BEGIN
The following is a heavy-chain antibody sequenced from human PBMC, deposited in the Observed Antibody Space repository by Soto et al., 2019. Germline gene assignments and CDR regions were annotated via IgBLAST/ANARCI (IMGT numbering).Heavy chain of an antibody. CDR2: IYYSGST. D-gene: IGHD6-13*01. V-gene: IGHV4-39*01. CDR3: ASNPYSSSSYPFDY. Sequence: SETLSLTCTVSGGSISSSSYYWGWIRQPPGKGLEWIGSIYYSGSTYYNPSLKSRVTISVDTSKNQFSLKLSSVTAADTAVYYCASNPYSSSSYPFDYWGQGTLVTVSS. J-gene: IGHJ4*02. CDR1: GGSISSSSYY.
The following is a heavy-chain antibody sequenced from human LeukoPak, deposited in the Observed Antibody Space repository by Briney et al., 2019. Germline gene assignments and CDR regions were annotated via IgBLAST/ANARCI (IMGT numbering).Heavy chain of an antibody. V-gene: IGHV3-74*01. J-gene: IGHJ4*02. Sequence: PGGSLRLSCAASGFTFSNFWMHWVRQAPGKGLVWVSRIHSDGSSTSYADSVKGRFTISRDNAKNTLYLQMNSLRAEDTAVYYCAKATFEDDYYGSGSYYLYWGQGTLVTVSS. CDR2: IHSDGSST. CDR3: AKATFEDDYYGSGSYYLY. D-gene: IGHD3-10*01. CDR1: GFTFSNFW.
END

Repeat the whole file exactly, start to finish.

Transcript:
The following is a heavy-chain antibody sequenced from human PBMC, deposited in the Observed Antibody Space repository by Soto et al., 2019. Germline gene assignments and CDR regions were annotated via IgBLAST/ANARCI (IMGT numbering).Heavy chain of an antibody. CDR2: IYYSGST. D-gene: IGHD6-13*01. V-gene: IGHV4-39*01. CDR3: ASNPYSSSSYPFDY. Sequence: SETLSLTCTVSGGSISSSSYYWGWIRQPPGKGLEWIGSIYYSGSTYYNPSLKSRVTISVDTSKNQFSLKLSSVTAADTAVYYCASNPYSSSSYPFDYWGQGTLVTVSS. J-gene: IGHJ4*02. CDR1: GGSISSSSYY.
The following is a heavy-chain antibody sequenced from human LeukoPak, deposited in the Observed Antibody Space repository by Briney et al., 2019. Germline gene assignments and CDR regions were annotated via IgBLAST/ANARCI (IMGT numbering).Heavy chain of an antibody. V-gene: IGHV3-74*01. J-gene: IGHJ4*02. Sequence: PGGSLRLSCAASGFTFSNFWMHWVRQAPGKGLVWVSRIHSDGSSTSYADSVKGRFTISRDNAKNTLYLQMNSLRAEDTAVYYCAKATFEDDYYGSGSYYLYWGQGTLVTVSS. CDR2: IHSDGSST. CDR3: AKATFEDDYYGSGSYYLY. D-gene: IGHD3-10*01. CDR1: GFTFSNFW.